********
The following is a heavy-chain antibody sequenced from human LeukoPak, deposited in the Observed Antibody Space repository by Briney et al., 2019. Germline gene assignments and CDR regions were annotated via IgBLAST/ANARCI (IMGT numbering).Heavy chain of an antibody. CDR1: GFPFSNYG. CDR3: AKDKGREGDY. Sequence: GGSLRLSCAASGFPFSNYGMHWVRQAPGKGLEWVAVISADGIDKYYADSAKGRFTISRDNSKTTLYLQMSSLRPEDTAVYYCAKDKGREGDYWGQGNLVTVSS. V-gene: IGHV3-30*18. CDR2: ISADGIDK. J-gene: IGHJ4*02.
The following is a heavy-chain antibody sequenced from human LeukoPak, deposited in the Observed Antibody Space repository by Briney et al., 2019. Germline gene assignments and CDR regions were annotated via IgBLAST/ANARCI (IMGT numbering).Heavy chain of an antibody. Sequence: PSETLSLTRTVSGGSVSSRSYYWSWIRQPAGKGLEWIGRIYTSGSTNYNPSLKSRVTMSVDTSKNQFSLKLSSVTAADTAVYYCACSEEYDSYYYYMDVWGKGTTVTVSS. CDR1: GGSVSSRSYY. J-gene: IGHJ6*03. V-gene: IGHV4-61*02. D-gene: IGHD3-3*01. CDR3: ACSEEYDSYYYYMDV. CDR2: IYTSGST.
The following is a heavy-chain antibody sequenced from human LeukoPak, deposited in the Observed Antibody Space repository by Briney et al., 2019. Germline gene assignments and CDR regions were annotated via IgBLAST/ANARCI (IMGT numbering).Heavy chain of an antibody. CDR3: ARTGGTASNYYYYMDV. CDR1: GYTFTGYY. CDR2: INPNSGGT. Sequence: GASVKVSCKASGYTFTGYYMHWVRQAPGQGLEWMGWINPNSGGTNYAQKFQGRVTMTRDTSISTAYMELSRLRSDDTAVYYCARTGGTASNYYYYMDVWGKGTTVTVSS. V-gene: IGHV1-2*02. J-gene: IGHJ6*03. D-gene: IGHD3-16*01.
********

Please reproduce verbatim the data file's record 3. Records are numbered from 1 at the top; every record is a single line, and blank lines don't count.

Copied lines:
The following is a heavy-chain antibody sequenced from human LeukoPak, deposited in the Observed Antibody Space repository by Briney et al., 2019. Germline gene assignments and CDR regions were annotated via IgBLAST/ANARCI (IMGT numbering).Heavy chain of an antibody. CDR3: ARTGGTASNYYYYMDV. CDR1: GYTFTGYY. CDR2: INPNSGGT. Sequence: GASVKVSCKASGYTFTGYYMHWVRQAPGQGLEWMGWINPNSGGTNYAQKFQGRVTMTRDTSISTAYMELSRLRSDDTAVYYCARTGGTASNYYYYMDVWGKGTTVTVSS. V-gene: IGHV1-2*02. J-gene: IGHJ6*03. D-gene: IGHD3-16*01.